• Socket and packet source address is rewritten on retransmissions while in SYN_SENT state. This is the diald-box processes.

  • Outbound masqueraded source address changes on output, when internal host does retransmission, until a packet from the outside is received by the tunnel.

This is especially helpful for auto-dialup links (diald), where the actual outgoing address is unknown at the moment the link is going up. This enables the same, local and masqueraded, connection requests that brought the link up to actually establish their connections. This means that we will not have to first issue an connection request just to bring the connection up, and then have to issue the "real" connection request when we have actually established the connection.

3.1.4. ip_forward

The ip_forward variable is used to turn IP forwarding on or off. This means that we can turn off the functions for forwarding packets between interfaces, which lets the computer act as a firewall, or router. Note that this is an extremely important variable for Network Address Translation, firewalling, routing, masquerading, and all other things where we actually let packets through the box to another network, as you can understand.

This is an boolean variable. In other words, it will take a 1 or a 0. The default value for this variable is 0, or disabled. As you can understand, 0 means disabled and 1 means enabled.

Note that this is an very special variable since it will reset all configuration parameters to their default states if it is changed. For a complete list of the exact states, look closer at RFC1122 for hosts and RFC1812 for routers.

3.1.5. ip_local_port_range

The ip_local_port_range variable consists of two integers which tells the kernel which ports to use for client connections. This means, all connections going from our box to some other box and where we are the client. The first port is the lower bound and the second one is the upper bound.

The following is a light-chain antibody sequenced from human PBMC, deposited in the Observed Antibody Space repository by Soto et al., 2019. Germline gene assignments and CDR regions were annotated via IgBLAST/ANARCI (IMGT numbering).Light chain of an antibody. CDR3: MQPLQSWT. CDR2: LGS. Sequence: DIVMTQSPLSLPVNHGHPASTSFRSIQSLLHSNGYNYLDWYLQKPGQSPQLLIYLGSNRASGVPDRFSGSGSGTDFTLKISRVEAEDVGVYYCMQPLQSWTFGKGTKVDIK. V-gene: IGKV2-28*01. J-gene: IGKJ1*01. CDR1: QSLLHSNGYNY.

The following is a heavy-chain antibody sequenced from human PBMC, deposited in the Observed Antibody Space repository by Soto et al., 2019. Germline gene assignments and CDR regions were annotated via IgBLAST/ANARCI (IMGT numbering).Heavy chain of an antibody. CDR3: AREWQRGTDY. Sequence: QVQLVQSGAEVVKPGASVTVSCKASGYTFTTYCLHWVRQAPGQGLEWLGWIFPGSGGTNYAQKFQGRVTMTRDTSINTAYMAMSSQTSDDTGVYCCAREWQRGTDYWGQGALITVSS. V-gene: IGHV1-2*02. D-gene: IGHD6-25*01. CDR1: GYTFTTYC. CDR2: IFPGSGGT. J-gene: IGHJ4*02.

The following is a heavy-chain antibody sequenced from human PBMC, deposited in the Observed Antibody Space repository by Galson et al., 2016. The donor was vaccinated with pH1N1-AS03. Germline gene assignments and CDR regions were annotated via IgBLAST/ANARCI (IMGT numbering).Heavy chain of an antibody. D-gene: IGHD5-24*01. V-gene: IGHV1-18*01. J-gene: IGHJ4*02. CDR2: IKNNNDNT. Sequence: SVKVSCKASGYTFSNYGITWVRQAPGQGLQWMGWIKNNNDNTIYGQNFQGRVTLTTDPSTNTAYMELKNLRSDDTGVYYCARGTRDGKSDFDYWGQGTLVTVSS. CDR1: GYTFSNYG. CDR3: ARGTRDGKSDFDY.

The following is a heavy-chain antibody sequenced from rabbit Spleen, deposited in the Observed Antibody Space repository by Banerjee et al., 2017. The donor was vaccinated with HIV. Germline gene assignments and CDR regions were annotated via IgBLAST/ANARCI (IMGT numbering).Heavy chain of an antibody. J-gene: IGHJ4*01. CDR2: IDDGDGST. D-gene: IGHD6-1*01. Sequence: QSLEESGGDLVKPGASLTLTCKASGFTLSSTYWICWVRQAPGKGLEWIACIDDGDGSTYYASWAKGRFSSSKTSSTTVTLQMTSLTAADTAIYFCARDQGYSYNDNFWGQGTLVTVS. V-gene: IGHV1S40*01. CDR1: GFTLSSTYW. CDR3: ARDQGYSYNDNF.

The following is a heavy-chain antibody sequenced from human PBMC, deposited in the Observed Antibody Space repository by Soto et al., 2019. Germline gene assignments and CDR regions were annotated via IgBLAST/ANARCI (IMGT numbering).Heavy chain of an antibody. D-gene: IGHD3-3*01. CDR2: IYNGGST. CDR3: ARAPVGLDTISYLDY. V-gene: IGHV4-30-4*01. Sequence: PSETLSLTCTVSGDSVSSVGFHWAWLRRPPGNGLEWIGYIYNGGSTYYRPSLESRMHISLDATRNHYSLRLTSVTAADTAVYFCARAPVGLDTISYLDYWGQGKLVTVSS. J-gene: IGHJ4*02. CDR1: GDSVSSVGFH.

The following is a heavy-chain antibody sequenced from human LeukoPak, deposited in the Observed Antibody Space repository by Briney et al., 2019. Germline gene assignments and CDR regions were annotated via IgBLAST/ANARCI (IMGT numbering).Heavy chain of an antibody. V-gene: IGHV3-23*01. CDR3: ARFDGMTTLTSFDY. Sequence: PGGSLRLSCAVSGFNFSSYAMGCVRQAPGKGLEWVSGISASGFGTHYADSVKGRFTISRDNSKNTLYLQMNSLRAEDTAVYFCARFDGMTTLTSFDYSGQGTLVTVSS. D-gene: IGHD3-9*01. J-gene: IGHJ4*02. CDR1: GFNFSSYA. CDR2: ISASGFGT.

The default value in this variable depends on how much memory you have. If you have more than 128 megabytes of physical memory, the lower bound will be 32768 and the upper bound will be 61000. If the computer has less than 128 megabytes of physical memory, the lower bound will be 1024 and the upper bound will be 4999, or even less.

This number defines the possible active connections which this system can issue simultaneously (ie, at the same time) to other systems that does not support the TCP extension timestamps.

If you have tcp_tw_recycle enabled (the default behaviour) range 1024-4999 is enough to issue up to 2000 connections per second to systems supporting timestamps. In other words, this should be more than enough for most of us.

3.1.6. ip_no_pmtu_disc

The ip_no_pmtu_disc disables PMTU (Path Maximum Transfer Unit) discovery if enabled. In most cases this is good, so it is per default set to FALSE (ie, Path Maximum Transfer Unit is used). However, in some cases this is bad and may lead to broken connectivity. If you are experiencing problems like this, you should turn this option off and set your MTU to a reasonable value yourself.

Do note that MTU and PMTU are two different things. MTU tells the kernel the maximum transfer unit for our connection, but not over the whole connection to the other end. PMTU discovery tries to discover the maximum transfer unit to specific hosts, including all the intermediate hops on the way there.